home Conversations, future scenarios, industry 4.0, policies, video Reporting on the #FutureofWork: Bangkok

Reporting on the #FutureofWork: Bangkok

The Future of Work is here. Its social impacts are captured in the stories we share and it’s easier now more than ever to share those stories.

They’re shared in our newspapers, magazines, on social media, on the television and the radio. We’re surrounded by media. Whether we know it or not, many of us are avid consumers of it. A lot of that media is brought to us by journalists and media professionals; natural storytellers that play a leading role in shaping the public debate on the Future of Work.

With its global kickoff in Turin, Italy in September 2017, we brought together reporters from fifteen-plus Asian and Pacific countries for a media workshop in Bangkok mid-November 2017 to support them in their reporting on the Future of Work. As the world’s leading authority on the world of work issues, the ILO wants to take the lead in creating awareness and driving the global debate on the impacts of transformations in the world of work.  

Reporting on the Future of Work. Video credit: ITCILO

Journalists document and unravel how the changing nature of work is reshaping the society around us, but this is not an easy task.  Due to various forms of inequalities, differing histories, and local contexts, there is not just one single Future of Work; instead, there are multiple futures that are interlocking; and they impact many of us.

For example, successful young video bloggers in Indonesia are being shunned by their parents because they do not see their children’s’ new line of work  to be honourable. How might new forms of digital work challenge cultural and familial values?  In India, some believe that the interests of the majority of workers aren’t represented;  especially those who are in the informal sector, making them invisible. If the majority of workers are not represented, than in whose interest will India’s Future of Work serve?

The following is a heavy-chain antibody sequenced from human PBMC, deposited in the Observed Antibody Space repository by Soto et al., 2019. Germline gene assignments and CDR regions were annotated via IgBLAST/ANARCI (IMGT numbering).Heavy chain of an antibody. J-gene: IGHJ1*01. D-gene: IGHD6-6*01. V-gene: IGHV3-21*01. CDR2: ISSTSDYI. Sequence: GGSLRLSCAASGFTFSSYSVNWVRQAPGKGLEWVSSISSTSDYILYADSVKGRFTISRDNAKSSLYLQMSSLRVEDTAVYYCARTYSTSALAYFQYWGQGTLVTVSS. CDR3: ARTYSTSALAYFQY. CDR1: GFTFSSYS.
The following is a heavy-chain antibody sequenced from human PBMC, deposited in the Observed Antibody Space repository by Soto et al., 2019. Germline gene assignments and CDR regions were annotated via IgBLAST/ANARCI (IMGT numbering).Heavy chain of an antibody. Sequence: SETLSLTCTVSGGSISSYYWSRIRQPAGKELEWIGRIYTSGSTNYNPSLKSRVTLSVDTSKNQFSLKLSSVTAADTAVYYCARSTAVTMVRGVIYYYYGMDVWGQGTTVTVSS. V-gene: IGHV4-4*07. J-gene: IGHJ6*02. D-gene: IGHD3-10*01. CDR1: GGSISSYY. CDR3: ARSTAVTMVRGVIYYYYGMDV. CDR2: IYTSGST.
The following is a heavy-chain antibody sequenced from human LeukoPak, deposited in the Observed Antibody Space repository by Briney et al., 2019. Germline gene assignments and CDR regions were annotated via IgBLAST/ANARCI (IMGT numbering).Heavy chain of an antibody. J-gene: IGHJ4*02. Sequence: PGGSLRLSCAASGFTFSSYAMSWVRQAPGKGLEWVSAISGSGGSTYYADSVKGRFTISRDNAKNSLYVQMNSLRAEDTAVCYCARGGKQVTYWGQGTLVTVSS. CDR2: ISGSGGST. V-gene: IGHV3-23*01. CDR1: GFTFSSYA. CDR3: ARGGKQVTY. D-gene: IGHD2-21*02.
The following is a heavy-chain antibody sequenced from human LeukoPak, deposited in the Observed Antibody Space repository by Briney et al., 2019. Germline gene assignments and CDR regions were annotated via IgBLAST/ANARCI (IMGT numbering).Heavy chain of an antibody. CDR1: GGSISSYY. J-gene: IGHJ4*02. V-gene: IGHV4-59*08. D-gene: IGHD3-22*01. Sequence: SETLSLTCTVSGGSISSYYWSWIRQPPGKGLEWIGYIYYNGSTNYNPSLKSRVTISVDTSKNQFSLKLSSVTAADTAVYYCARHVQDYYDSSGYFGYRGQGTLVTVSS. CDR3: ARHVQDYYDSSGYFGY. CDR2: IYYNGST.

Journalists are knowledge translators and disseminators. They  help us “make sense” of  contextual complexities and lend the Future of Work conversations some humanity. Therefore, as storytellers with local and regional perspectives, journalists are treading on ever-shifting  ground and heading into unknown territory, as they unpack the transformations, the megatrends, and the social impacts as we embrace the Future(s) of Work.

In recognition of the significant role journalists and the media play in the global dialogues on the Future of Work, the ILO’s Department of Communication and Public Communication and the International Training Centre of the ILO, in collaboration of the Research Department and the Future of Work Unit will be bringing together leading journalists and media professionals across different regions.

As journalists and media professionals report on the Future of Work across Asia and the Pacific, we want to deepen their reflection and influence of public opinion on the topic. We do this by expanding their depth of understanding about the transformations in the Future of Work and its potential social impacts, which remain relatively unexplored.

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Kai Hsin Hung

Kai-Hsin Hung is an External Collaborator with the ITC-ILO. He develops and designs curriculum and prototypes new sustainable learning solutions. His focus is innovation and knowledge synthesis of complex development challenges, including the future of work, food security, and climate change. He has broad experience in various roles in international advocacy, program management, and policy research at the International Development Research Centre and Global Affairs Canada. Follow him at @KaiHsinHung

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